Cherry Christmas! This cherry-almond combo is ideal for holiday treats

Whenever I think of the timeless combo of cherries and almonds, I think of my Grandma Swift.

She always kept a pump-bottle of Jergens in her bathroom and, as a tot, I was mesmerized by what I perceived to be such glamorous and feminine packaging: a curvy, ivory-colored bottle with “Jergens” written in a swirly, ’60s script against a black, teardrop-shaped label. I always snuck a bit of the lotion, just so I could rub it into my chubby little hands and enjoy the cherry-almond bouquet.

To this day, I remember Grandma Swift for five things: white hair tucked neatly into a bun; perfectly pressed kitchen aprons; the world’s most delicate lefse; her ingenious “trick” of telling us we needed to clean our plates so we could flip them over to eat dessert on the other side; and that unmistakably sweet, slightly fruity bouquet of Jergens.

However, I didn’t really grow to appreciate the flavor of almond until I was older. My mom’s favorite birthday cake was angel food with a thin almond-flavored glaze. As a kid, I thought this was rather boring and used to ask for yellow layer cakes with heaps of creamy chocolate frosting — just like they showed on the Duncan Hines commercials.

But when I started favoring the subtler charm of white cake and almond flavors, I knew I’d grown up. As teenagers, we kids were allowed one Pink Squirrel on very special occasions such as Christmas Eve. We all felt very grown-up drinking these frilly cherry-almond concoctions, even though mom used just cherry juice or a teensy fraction of the alcohol called for in the recipe.

And so, as a way to celebrate this timeless flavor-combo, here are two recipes that are quite holiday-appropriate. The first was provided to me by my good friend’s dad, Rich Winning, of Valley City (I pestered him mercilessly for the recipe after sampling these pillowy, rich cookies with the almond-spiked glaze and the hidden cherry center.)

The second is a Swift family favorite. It can easily be adapted to be boozeless, which will produce a drink that is still pretty-in-pink — minus the part that makes us “squirrely.”

Both use maraschino cherries, which I realize can be as polarizing a food as coconut or raisins. If you are an anti-maraschino-ist, you can substitute candied cherries in the cookies (although the thought of that makes me a little sad). Thankfully, I do not have any cookie recipes that call for Jergens lotion, although it remains one of my favorite scents in the world.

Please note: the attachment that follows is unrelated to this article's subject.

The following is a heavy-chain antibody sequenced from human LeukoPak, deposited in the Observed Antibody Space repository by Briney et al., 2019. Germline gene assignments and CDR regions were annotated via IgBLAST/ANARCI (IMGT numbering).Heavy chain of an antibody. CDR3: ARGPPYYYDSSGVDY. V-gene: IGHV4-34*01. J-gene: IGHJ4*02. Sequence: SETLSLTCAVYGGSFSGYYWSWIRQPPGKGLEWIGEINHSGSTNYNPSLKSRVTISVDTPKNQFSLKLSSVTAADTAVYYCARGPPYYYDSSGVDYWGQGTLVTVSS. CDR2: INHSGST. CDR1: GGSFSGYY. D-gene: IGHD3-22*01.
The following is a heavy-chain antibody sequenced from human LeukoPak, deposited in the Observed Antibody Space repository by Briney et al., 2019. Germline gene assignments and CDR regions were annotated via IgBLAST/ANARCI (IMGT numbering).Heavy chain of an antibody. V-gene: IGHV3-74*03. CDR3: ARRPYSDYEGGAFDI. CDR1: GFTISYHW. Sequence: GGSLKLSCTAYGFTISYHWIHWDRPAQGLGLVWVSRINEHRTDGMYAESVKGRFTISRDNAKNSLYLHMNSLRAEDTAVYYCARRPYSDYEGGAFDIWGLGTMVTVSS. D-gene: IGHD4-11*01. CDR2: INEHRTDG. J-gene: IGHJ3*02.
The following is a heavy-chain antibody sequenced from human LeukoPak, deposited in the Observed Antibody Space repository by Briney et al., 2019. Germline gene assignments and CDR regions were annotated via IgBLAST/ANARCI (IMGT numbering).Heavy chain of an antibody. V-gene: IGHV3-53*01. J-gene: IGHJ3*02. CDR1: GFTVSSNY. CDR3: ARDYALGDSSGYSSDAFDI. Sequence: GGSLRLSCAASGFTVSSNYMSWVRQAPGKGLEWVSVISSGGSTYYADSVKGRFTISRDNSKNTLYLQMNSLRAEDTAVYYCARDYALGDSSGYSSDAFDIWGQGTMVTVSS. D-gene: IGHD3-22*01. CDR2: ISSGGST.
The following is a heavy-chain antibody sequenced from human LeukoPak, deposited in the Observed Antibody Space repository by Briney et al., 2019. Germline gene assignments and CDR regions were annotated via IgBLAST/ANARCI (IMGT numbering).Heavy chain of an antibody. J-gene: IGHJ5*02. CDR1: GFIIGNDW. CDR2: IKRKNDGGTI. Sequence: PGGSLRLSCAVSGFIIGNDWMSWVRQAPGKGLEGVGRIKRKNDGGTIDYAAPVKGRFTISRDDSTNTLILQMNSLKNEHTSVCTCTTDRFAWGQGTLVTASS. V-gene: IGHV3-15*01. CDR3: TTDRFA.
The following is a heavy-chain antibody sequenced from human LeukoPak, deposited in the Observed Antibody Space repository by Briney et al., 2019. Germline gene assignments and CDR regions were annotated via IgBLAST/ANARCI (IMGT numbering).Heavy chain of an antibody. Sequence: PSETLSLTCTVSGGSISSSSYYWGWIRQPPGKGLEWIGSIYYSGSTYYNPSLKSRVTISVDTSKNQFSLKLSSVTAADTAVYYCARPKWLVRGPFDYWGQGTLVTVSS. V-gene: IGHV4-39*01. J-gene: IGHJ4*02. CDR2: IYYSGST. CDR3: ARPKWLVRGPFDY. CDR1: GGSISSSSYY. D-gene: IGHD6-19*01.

Rich’s Cherry Bonbon Cookies


1 cup butter, softened

½ cup powdered sugar

1 teaspoon almond extract

2¼ cups cake flour (may substitute by using 1 tablespoon cornstarch in cup, adding all-purpose flour to make 1 level cup)

½ cup very finely chopped pecans or walnuts

Maraschino cherries, well drained and set out on a paper towel to dry (can also press a paper towel on top to dry completely)


Cream butter and sugar until light and fluffy. Mix in nuts and flavoring. Add flour; mix well. Wrap dough completely in waxed paper and chill well (at least 1 hour).

Remove from fridge and divide into 4 equal pieces, shaping each into a roll 1 inch in diameter. Cut rolls into ½- to 1-inch slices, roll and flatten into a disc shape. With clean hands, make a dent in the middle of the dough with your thumb. Place a cherry in the dent and gently roll the dough so it forms a ball around the cherry. (Flouring your hands may make this easier.)

Put on ungreased cookie sheet, and chill for 15 minutes. Preheat oven to 350 degrees. Bake cookies at 350 degrees for 15-20 minutes. Remove to racks to cool. Place on waxed or parchment paper.

Make a thin powdered sugar frosting (1/2 cup powdered sugar mixed with 1 tablespoon melted butter and 1 tablespoon cherry juice), and use food coloring to tint it a brighter pink, if you prefer. Cut remaining cherries in half and drain well. Put remaining half of cherry on top of cooled cookie. Drizzle with frosting, allowing it to run down the side.

Store in airtight container. These freeze and ship well, so feel free to send some to me.

Pink Squirrel


1 ounce of Crème de Noyaux (aka Crème de Almond) OR amaretto liqueur*

1 ounce of Crème de Cacoa

Maraschino cherry juice (just a splash)

2-3 large scoops vanilla ice cream


Blend ingredients well and pour into cocktail glass. Garnish with whipped cream and cherry or almonds, if desired.

* To make a Keep-the-Pink-Hold-the-Squirrel version, replace the liqueurs with grenadine or cherry juice and 1 teaspoon of pure almond extract.

* If using amaretto, you may wish to add a drop or two of red food coloring to the “squirrel” before blending, as it will not produce the same rosy hue that Crème de Noyaux does.


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